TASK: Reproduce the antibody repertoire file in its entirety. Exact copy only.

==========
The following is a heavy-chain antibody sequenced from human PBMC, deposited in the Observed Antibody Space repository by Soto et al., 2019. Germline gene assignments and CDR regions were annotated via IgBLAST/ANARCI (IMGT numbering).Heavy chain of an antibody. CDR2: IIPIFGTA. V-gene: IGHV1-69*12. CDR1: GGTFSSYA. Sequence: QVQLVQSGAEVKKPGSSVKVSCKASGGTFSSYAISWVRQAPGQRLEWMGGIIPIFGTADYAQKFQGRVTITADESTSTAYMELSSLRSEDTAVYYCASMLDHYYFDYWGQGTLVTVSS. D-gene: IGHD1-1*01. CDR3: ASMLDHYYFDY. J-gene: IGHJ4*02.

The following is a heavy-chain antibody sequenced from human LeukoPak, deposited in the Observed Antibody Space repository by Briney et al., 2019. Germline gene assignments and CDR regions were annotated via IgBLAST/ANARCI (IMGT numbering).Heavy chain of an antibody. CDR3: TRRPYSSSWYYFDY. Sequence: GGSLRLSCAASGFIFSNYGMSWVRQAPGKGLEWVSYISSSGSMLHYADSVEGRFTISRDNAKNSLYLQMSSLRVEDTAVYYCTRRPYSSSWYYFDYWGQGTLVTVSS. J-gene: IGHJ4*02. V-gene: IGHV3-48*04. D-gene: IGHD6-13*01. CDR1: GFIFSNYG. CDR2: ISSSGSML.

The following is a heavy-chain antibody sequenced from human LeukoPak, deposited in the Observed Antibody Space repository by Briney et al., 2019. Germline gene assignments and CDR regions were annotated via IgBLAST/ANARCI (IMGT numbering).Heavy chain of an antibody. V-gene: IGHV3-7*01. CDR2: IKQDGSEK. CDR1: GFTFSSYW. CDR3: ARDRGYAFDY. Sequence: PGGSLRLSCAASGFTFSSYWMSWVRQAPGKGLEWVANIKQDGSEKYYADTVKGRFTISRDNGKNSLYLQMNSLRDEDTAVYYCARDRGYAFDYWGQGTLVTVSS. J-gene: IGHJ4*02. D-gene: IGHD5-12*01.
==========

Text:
The following is a heavy-chain antibody sequenced from human PBMC, deposited in the Observed Antibody Space repository by Soto et al., 2019. Germline gene assignments and CDR regions were annotated via IgBLAST/ANARCI (IMGT numbering).Heavy chain of an antibody. CDR2: IIPIFGTA. V-gene: IGHV1-69*12. CDR1: GGTFSSYA. Sequence: QVQLVQSGAEVKKPGSSVKVSCKASGGTFSSYAISWVRQAPGQRLEWMGGIIPIFGTADYAQKFQGRVTITADESTSTAYMELSSLRSEDTAVYYCASMLDHYYFDYWGQGTLVTVSS. D-gene: IGHD1-1*01. CDR3: ASMLDHYYFDY. J-gene: IGHJ4*02.

The following is a heavy-chain antibody sequenced from human LeukoPak, deposited in the Observed Antibody Space repository by Briney et al., 2019. Germline gene assignments and CDR regions were annotated via IgBLAST/ANARCI (IMGT numbering).Heavy chain of an antibody. CDR3: TRRPYSSSWYYFDY. Sequence: GGSLRLSCAASGFIFSNYGMSWVRQAPGKGLEWVSYISSSGSMLHYADSVEGRFTISRDNAKNSLYLQMSSLRVEDTAVYYCTRRPYSSSWYYFDYWGQGTLVTVSS. J-gene: IGHJ4*02. V-gene: IGHV3-48*04. D-gene: IGHD6-13*01. CDR1: GFIFSNYG. CDR2: ISSSGSML.

The following is a heavy-chain antibody sequenced from human LeukoPak, deposited in the Observed Antibody Space repository by Briney et al., 2019. Germline gene assignments and CDR regions were annotated via IgBLAST/ANARCI (IMGT numbering).Heavy chain of an antibody. V-gene: IGHV3-7*01. CDR2: IKQDGSEK. CDR1: GFTFSSYW. CDR3: ARDRGYAFDY. Sequence: PGGSLRLSCAASGFTFSSYWMSWVRQAPGKGLEWVANIKQDGSEKYYADTVKGRFTISRDNGKNSLYLQMNSLRDEDTAVYYCARDRGYAFDYWGQGTLVTVSS. J-gene: IGHJ4*02. D-gene: IGHD5-12*01.